Do you have elbow pain and you don’t know what is causing it? There could be another cause of this sharp pain on your elbow that radiates to your wrist. It is very similar to Lateral Epicondylitis (tennis elbow). The difference is the location of the pain and the motion that causes it. The pain that you experience in Medial Epicondylitis is located in the inner part of your elbow moving down to your wrist on the pinky side. It is caused by repetitive use or overuse of the muscle and tendon in wrist flexion and pronation movement, meaning, palm flexing toward the forearm and turning your forearm with palm facing down, causing micro tears and tendon degeneration. Aside from the pain, it will also cause weakness in the hand causing you to drop things. Your hand, specifically the ring and little finger, may also feel numb at times. It may interfere with your ability to care for yourself, preparing your meals or even performing light housekeeping. It can also interfere with your recreational activities such as exercising or playing sports. It is called Golfer’s elbow because it is a common injury to people who plays Golf. It has also been reported in bowlers, archers, weight lifters, and baseball pitchers.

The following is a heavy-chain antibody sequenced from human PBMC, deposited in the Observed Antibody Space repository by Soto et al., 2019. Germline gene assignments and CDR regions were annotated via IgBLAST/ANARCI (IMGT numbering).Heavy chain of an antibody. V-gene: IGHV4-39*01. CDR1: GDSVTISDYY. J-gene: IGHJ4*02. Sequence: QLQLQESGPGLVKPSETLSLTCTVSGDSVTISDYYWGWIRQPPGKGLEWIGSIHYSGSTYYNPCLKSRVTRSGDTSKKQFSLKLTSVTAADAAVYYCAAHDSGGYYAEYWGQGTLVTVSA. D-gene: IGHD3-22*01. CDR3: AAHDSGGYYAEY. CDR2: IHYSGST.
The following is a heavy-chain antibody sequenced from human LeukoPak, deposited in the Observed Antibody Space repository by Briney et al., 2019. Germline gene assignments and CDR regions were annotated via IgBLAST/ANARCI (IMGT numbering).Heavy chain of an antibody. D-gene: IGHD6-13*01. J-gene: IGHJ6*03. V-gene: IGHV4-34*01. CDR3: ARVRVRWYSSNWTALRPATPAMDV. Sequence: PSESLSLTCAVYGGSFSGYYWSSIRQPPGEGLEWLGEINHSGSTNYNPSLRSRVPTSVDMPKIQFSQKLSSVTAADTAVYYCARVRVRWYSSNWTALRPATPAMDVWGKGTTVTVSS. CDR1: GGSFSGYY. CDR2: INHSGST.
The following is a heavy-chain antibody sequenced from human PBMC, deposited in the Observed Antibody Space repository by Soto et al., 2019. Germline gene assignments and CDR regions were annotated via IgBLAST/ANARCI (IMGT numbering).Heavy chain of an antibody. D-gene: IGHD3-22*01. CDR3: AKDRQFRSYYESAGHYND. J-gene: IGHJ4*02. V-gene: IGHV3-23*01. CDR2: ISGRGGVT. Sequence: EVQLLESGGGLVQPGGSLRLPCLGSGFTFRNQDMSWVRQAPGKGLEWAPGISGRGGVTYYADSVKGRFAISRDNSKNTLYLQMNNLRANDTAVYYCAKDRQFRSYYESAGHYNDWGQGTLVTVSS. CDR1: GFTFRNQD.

One of the ways to know if you have this is to perform an easy test. You can have someone help you or you can do it yourself. You are going to extend your elbow out in front of your palm facing up. Place your other hand on top of the hand being tested. Bend your wrist up while being resisted by your other hand or by someone. So the palm of the hand will be coming toward your forearm against resistance. If you have pain on the inside part of your elbow, you might have Medial Epicondylitis. You can go to your Occupational Therapist to confirm, and for treatment.
What can you do at home?
- Applying ice packs to the elbow will help reduce the inflammation and decrease swelling. Apply Ice packs for no more than 20 minutes several times a day will greatly help.
- Resting the injured elbow can also provide relief.
- Talk to your doctor regarding anti-inflammatory medications and steroid injections which can help reduce pain and swelling.
- Supporting the elbow with a brace will provide stability to the joint, and minimize the pain.
- Stretching the wrist will also help in the recovery, as well as massage to relieve some tenderness.
- Modify the activity or the positioning of your forearm that causes the pain.
- Occupational Therapy can provide specific exercises and devise a program that is unique to your case.